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Know Yourself.

J. Krishnamurti: Know Yourself. As printed in the May 1925 issue of The Herald of the Star magazine.


I think there is no more interesting or more promising subject, none more exciting, than the study of oneself. At the age 15 or 16, one is usually immersed in oneself. There is nothing else that interests a person so much. Later he falls in love with somebody; but still he is wrapt up in himself. There is, you find, much more intelligence shown in the study of himself, and very little thought given to somebody else. He quite willingly pays a palmist Rs. 15 to get him to tell us all about ourselves. And we feel quite comfortable in the thought that we are going to be great one day - without, apparently, having to struggle to achieve greatness. There is only one subject that really appeals to us and that is ourselves. We discuss ourselves, and in an approving sort of way consider how we behave, in what manner we evolve, and so on.

It seems to me that if we think entirely from that point of view, from the point which interests ourselves alone, we shall not understand why we exist, or why anything in the world, at all, exists. Of course it is true that one has to understand oneself first before one can find out anything about life in general. Philosophy, religion and other subjects have no real value, no real sway over an individual, or have only a modicum of influence, when they only point out how he can escape certain things, how he can avoid evil, and so on. But those of us who are Star members, or belong to such other organisations, should have some conception of a definite plan in evolution.

We are in a position to examine things roost valuable to the self - things that produce in the self the desire to evolve. In all of us there is the desire to find out for ourselves how far we can understand ourselves and what affects us. The average person is far more interested in himself than in anybody else. Luxury, comfort, happiness, everything must subserve his ends. When everything has been done to satisfy himself, then only one thinks of others. When I have had enough food and sleep, I turn to think about others. That is the average view. If you have had a surfeit of love, or of happiness, you are led to think of another.

But to achieve that happiness, we must find out how far we fit into a definite plan. We must be conscious that there is a plan in which each one of us has a role to play, and must have determination with which we shall act, with which we shall create the environment into which we shall either fit - or not; and if we are willing to look at it with the right attitude we shall be able to find out how far we shall fit into that plan. For me, I can imagine that the Gods that be have said that Krishna shall fit into a certain definite plan, and that whatever else he does, shall have no value, and as long as he fits into that plan, Krishna shall evolve and be happy. I was interested and watched myself, and I could see from year to year a definite change, a definite orientation, a definite transformation and I could see what my definite role was. And so each one of us must find out what path we shall tread and what shall be our special work.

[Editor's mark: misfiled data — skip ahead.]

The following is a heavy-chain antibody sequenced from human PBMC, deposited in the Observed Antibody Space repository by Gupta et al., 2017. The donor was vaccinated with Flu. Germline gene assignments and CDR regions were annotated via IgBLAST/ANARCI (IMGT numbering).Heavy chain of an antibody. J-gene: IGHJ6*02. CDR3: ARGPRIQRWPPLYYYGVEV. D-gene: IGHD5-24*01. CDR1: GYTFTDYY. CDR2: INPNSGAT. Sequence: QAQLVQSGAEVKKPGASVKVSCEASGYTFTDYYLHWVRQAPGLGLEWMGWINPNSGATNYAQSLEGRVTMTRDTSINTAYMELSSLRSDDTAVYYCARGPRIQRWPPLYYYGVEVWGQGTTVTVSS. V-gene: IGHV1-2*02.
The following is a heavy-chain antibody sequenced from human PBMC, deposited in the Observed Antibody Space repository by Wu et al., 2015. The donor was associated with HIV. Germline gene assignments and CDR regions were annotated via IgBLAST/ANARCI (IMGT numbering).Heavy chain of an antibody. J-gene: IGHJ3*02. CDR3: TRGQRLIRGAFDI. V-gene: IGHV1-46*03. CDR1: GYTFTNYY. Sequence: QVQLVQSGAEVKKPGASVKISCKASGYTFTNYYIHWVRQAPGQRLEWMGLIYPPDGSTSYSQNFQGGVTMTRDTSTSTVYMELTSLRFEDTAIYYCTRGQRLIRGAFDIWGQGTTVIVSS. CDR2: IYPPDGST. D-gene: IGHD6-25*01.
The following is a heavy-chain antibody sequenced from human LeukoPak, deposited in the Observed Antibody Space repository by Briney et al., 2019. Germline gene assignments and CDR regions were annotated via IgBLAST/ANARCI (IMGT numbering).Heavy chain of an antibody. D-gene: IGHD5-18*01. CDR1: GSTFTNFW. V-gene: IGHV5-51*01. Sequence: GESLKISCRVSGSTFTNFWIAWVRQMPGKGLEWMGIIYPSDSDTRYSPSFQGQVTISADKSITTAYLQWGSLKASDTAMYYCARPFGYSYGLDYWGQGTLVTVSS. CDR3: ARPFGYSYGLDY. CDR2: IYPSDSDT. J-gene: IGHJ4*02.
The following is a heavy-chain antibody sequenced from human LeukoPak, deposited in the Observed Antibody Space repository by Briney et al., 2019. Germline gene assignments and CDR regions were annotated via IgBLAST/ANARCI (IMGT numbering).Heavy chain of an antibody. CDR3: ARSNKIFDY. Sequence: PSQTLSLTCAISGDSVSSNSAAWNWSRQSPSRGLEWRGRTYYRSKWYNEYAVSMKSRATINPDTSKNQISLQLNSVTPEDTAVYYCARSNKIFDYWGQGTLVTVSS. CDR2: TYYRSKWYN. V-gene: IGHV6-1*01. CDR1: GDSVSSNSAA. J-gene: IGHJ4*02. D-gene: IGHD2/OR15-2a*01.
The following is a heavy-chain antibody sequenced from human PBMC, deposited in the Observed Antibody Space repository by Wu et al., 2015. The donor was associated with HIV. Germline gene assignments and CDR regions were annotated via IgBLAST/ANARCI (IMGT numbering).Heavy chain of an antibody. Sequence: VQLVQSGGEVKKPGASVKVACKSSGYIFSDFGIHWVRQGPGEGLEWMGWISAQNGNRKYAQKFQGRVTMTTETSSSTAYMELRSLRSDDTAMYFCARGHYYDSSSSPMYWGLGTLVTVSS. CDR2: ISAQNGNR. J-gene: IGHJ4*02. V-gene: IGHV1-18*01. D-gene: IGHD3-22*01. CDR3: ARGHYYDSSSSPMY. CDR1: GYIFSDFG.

It often happens that most of us are willing to go up to the altar and pour forth our devotion. Devotion however is, in varying degrees, in most of us, but it cannot and must not satisfy us. If I went to Dr. Besant and told her: "I am willing to serve you in any capacity. I am willing to sacrifice everything and my only desire is to work at the cost of comfort, independence, and so forth," she would say, "Oh, very nice; what capacities do you bring with you. In what manner can you render service to the Master?'' Devotion must have an outlet in physical work; and so if we have to determine what role we each one of us have to play, before we offer ourselves, we must find out what are our capacities. When to a Theosophist or a Star member or anyone, the call comes to "sacrifice everything and come to the Master," it is not enough to ask the Master merely to accept our devotion; we must give Him something that will enable Him to guide us. In other words, you must have certain capacities to bring with you to the Master and not go just empty-handed. If I can go to the Master and say "I can do this or that, I can write or paint or compose music or act," He will say: "All right, that is your way. Go and find out, discover what your talents are, and once you have found that out, you will know how to suffer and to serve." For there are very few indeed who can say, "I can do this; along this line lies my sacrifice in the work of the Master. We consider that we have sacrificed when we have done without something which we can easily give up.

If I had a vision of something particular that the Teacher wanted done, I would go about with a different mind. And if I needed wealth, I would go and accumulate it, not for myself but for the Master, and in accumulating it, I should know that I have to sacrifice, and have to put up with a great deal of suffering and misunderstanding. But it is the attitude that matters. We are afraid that our capacities may not lead us along the path laid down for us. So we have to find out before we can truly serve, in what manner each one of us can serve Him, in what manner we can offer our sacrifice, and in discovering what our path is we shall find out to which type we belong, whether to the type which goes to the world and evolves in the world, so to speak or is kept in a hot-house and evolves, like a plant, equally strongly. There are people who work in the world for a number of years, who work and do everything without finding out what the real purpose of life is. They discover what their purpose is by chance, but they have accumulated all that the world has to give, and when they come into contact with the spiritual realities they give up their all that they have gained, whereas those who have grown in the hot house apart from the world reach the goal by another path.